Safe and Sound

KCB Bank

Kearney, MO
5
Star Rating
KCB Bank is a Kearney, MO-based, FDIC-insured bank founded in 1887. Regulatory filings show the bank having equity of $33.9 million on assets of $255.8 million, as of December 31, 2017.

With 55 full-time employees in 7 offices in multiple states, the bank has amassed loans and leases worth $188.6 million, including real estate loans of $164.1 million. U.S. bank customers currently have $195.6 million in deposits with the bank.

Overall, Bankrate believes that, as of December 31, 2017, KCB Bank exhibited a superior condition, earning a full 5 stars for safety and soundness. Keep reading for an analysis of how the bank fared on the three important criteria Bankrate used to score American banks on safety and soundness.

WHAT IS
SAFE AND SOUND?

Find out

THE INSTITUTION'S SCORE

Capital Score

Capital acts as a buffer against losses and affords protection for account holders when a bank is struggling financially. Therefore, a bank's level of capital is an essential measurement of a bank's financial strength. When it comes to safety and soundness, more capital is preferred.

KCB Bank scored 18 out of a possible 30 points on our test to measure capital adequacy, better than the national average of 13.13.

One widely followed measure of this buffer is a bank's Tier 1 capital ratio. KCB Bank's Tier 1 capital ratio was 17.00 percent, above the 6 percent level considered adequate by regulators, but less than the national average of 25.65 percent. A higher capital ratio suggests the bank will be better able to stand up to financial difficulties.

Overall, KCB Bank held equity amounting to 13.27 percent of its assets, which exceeded the national average of 12.03 percent.

Asset Quality Score

In this test, Bankrate tries to determine the effect of troubled assets, such as past-due loans, on the bank's capitalization and allocated loan loss reserves.

Having extensive holdings of these types of assets suggests a bank may eventually have to use capital to cover losses, shrinking its cushion of equity. It also means that there are likely to be many assets that are in non-accrual status and thus aren't earning money, decreasing earnings and increasing the chances of a future failure.

KCB Bank scored above the national average of 37.49 on Bankrate's test of asset quality, racking up 40 out of a possible 40 points .

A helpful indicator of asset quality is the percentage of problem assets a bank holds compared to its total assets. As of December 31, 2017, 0.03 percent of KCB Bank's loans were noncurrent, meaning they were more than 90 days past due or were in non-accrual status. That's below the national average of 1.01 percent.

Banks keep a reserve known as an "allowance for loan and lease losses" to deal with troubled assets . Comparing the reserve's size to the total amount of problematic loans can be a useful indicator when evaluating a bank's ability to manage troubled assets. KCB Bank's loan loss allowance was 3,479.03 percent of its total noncurrent loans, above the national average. All things being equal, the higher the ratio of loan loss allowance to noncurrent loans, the better.

Earnings score

A bank's earnings performance affects its long-term survivability. A bank can retain its earnings, expanding its capital buffer, or put them to work addressing problematic loans, likely making the bank better able to withstand financial trouble. Obviously, banks that are losing money are less able to do those things.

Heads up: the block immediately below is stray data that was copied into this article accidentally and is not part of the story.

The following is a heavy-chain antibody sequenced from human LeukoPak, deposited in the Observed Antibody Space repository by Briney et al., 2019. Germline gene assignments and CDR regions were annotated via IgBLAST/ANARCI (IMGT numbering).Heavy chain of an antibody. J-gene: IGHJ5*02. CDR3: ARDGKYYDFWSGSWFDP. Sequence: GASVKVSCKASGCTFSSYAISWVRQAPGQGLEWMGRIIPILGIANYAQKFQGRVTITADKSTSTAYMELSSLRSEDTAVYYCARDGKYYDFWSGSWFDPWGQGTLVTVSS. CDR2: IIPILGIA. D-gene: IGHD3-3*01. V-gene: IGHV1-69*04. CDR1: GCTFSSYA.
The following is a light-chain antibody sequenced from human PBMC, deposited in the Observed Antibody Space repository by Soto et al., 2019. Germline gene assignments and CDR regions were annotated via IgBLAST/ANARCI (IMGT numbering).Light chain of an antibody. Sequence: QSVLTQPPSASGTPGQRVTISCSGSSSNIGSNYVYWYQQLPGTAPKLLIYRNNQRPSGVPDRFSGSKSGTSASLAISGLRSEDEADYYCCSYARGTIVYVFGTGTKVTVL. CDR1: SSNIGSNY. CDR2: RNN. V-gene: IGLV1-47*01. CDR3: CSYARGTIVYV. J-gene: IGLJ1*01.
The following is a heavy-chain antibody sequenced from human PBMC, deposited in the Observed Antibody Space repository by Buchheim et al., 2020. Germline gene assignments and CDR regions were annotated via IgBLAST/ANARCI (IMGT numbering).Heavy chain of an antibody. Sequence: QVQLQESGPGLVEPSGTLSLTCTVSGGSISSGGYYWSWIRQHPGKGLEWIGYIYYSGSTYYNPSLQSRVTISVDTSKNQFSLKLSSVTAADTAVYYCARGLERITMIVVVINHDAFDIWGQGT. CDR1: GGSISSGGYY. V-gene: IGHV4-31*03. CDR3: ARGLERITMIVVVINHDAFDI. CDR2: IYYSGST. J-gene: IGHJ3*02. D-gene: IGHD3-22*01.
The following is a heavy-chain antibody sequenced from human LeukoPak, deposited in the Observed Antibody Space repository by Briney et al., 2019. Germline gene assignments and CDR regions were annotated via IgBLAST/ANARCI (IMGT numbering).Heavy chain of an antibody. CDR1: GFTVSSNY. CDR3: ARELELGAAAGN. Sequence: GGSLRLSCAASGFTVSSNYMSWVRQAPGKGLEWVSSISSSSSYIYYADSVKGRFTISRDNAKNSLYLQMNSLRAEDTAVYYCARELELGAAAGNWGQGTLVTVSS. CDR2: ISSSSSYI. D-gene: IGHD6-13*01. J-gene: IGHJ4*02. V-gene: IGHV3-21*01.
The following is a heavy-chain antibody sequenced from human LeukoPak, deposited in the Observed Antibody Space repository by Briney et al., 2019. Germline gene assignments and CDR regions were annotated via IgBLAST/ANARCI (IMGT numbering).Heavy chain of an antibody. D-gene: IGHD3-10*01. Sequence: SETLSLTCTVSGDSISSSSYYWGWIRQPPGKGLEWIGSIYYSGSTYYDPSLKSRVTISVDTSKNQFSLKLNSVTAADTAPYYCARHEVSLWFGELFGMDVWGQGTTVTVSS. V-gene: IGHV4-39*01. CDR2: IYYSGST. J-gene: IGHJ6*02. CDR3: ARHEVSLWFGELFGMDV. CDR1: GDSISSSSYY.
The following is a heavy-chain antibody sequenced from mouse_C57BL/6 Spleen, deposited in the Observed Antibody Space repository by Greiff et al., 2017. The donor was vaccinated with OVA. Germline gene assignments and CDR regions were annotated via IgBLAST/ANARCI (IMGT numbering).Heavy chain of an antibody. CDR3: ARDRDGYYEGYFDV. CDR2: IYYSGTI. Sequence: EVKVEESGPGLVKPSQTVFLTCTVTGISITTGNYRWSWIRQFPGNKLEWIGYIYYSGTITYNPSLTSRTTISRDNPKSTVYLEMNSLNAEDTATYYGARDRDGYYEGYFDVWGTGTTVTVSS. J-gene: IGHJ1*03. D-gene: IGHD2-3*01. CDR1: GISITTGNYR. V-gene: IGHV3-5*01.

On Bankrate's earnings test, KCB Bank scored 20 out of a possible 30, exceeding the national average of 15.12.

One widely used measure of a bank's earnings is return on equity, or net income (profit, basically) divided by the total amount of equity. KCB Bank's most recent annualized quarterly return on equity was 11.31 percent, above the national average of 8.10 percent.

The bank recorded net income of $3.7 million on total equity of $33.9 million for the twelve months ended December 31, 2017. The bank experienced an annualized return on average assets, or ROA, of 1.51 percent, above the 1 percent deemed satisfactory in accordance with industry standards, and above the average for U.S. banks of 1.00 percent.

WHAT IS SAFE & SOUND?

Bankrate.com's Safe & Sound Ratings provide a star rating system to evaluate the current financial status of financial institutions. The information gathered about banks, credit unions and thrifts is updated as set forth in the Terms of Use of Safe & Sound Ratings and Reports. The Safe & Sound Ratings information is grouped by categories of banks, thrifts and credit unions.

Scoring methodology

Bankrate.com evaluates the financial condition of institutions and assigns a one- to five-star rating for each with five stars representing the highest rating. Institutions with satisfactory performance will generally receive a rating of three or more stars. The majority of institutions fall into the three- to four-star range. An institution with an "NR" rating may be too new to rate or may have limited the publicly available information in their regulatory filings. The "NR" is not an indication of financial strength or weakness. The Safe & Sound rating is believed to be reliable, but the information is not guaranteed. In addition, events since the information was collected may have altered the institution's financial condition.